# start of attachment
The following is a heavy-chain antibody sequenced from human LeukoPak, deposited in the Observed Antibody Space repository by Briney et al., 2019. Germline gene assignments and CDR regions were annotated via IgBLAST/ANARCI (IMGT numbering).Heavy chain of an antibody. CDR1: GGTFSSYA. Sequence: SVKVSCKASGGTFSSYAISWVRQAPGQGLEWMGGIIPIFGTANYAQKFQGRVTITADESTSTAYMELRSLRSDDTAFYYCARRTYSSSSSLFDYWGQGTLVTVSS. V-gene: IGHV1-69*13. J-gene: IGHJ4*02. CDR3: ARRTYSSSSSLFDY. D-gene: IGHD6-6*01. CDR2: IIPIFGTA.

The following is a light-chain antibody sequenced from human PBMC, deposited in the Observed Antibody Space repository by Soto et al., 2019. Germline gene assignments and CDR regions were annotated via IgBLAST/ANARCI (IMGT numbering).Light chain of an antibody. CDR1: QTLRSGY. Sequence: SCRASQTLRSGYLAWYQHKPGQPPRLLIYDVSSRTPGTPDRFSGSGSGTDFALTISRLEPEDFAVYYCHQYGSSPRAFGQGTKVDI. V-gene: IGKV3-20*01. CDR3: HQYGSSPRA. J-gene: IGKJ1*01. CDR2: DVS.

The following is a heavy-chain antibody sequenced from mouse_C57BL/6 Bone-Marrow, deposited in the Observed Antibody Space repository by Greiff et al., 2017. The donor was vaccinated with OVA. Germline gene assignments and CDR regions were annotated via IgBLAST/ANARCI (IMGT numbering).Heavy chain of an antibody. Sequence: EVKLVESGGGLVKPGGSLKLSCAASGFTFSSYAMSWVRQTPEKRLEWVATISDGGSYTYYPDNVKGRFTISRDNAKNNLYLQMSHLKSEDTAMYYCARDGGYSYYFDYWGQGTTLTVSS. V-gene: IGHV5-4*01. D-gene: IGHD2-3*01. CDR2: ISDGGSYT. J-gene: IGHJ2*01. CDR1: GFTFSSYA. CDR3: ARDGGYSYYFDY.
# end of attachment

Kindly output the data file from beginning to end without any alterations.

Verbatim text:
The following is a heavy-chain antibody sequenced from human LeukoPak, deposited in the Observed Antibody Space repository by Briney et al., 2019. Germline gene assignments and CDR regions were annotated via IgBLAST/ANARCI (IMGT numbering).Heavy chain of an antibody. CDR1: GGTFSSYA. Sequence: SVKVSCKASGGTFSSYAISWVRQAPGQGLEWMGGIIPIFGTANYAQKFQGRVTITADESTSTAYMELRSLRSDDTAFYYCARRTYSSSSSLFDYWGQGTLVTVSS. V-gene: IGHV1-69*13. J-gene: IGHJ4*02. CDR3: ARRTYSSSSSLFDY. D-gene: IGHD6-6*01. CDR2: IIPIFGTA.

The following is a light-chain antibody sequenced from human PBMC, deposited in the Observed Antibody Space repository by Soto et al., 2019. Germline gene assignments and CDR regions were annotated via IgBLAST/ANARCI (IMGT numbering).Light chain of an antibody. CDR1: QTLRSGY. Sequence: SCRASQTLRSGYLAWYQHKPGQPPRLLIYDVSSRTPGTPDRFSGSGSGTDFALTISRLEPEDFAVYYCHQYGSSPRAFGQGTKVDI. V-gene: IGKV3-20*01. CDR3: HQYGSSPRA. J-gene: IGKJ1*01. CDR2: DVS.

The following is a heavy-chain antibody sequenced from mouse_C57BL/6 Bone-Marrow, deposited in the Observed Antibody Space repository by Greiff et al., 2017. The donor was vaccinated with OVA. Germline gene assignments and CDR regions were annotated via IgBLAST/ANARCI (IMGT numbering).Heavy chain of an antibody. Sequence: EVKLVESGGGLVKPGGSLKLSCAASGFTFSSYAMSWVRQTPEKRLEWVATISDGGSYTYYPDNVKGRFTISRDNAKNNLYLQMSHLKSEDTAMYYCARDGGYSYYFDYWGQGTTLTVSS. V-gene: IGHV5-4*01. D-gene: IGHD2-3*01. CDR2: ISDGGSYT. J-gene: IGHJ2*01. CDR1: GFTFSSYA. CDR3: ARDGGYSYYFDY.